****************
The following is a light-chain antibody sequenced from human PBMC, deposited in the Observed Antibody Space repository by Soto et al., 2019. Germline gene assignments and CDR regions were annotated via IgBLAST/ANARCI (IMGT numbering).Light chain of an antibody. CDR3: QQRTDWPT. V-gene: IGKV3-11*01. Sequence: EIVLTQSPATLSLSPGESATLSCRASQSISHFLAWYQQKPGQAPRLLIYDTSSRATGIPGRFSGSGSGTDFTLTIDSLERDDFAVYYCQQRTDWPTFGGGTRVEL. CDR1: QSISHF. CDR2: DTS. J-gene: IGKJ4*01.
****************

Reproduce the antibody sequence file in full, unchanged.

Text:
The following is a light-chain antibody sequenced from human PBMC, deposited in the Observed Antibody Space repository by Soto et al., 2019. Germline gene assignments and CDR regions were annotated via IgBLAST/ANARCI (IMGT numbering).Light chain of an antibody. CDR3: QQRTDWPT. V-gene: IGKV3-11*01. Sequence: EIVLTQSPATLSLSPGESATLSCRASQSISHFLAWYQQKPGQAPRLLIYDTSSRATGIPGRFSGSGSGTDFTLTIDSLERDDFAVYYCQQRTDWPTFGGGTRVEL. CDR1: QSISHF. CDR2: DTS. J-gene: IGKJ4*01.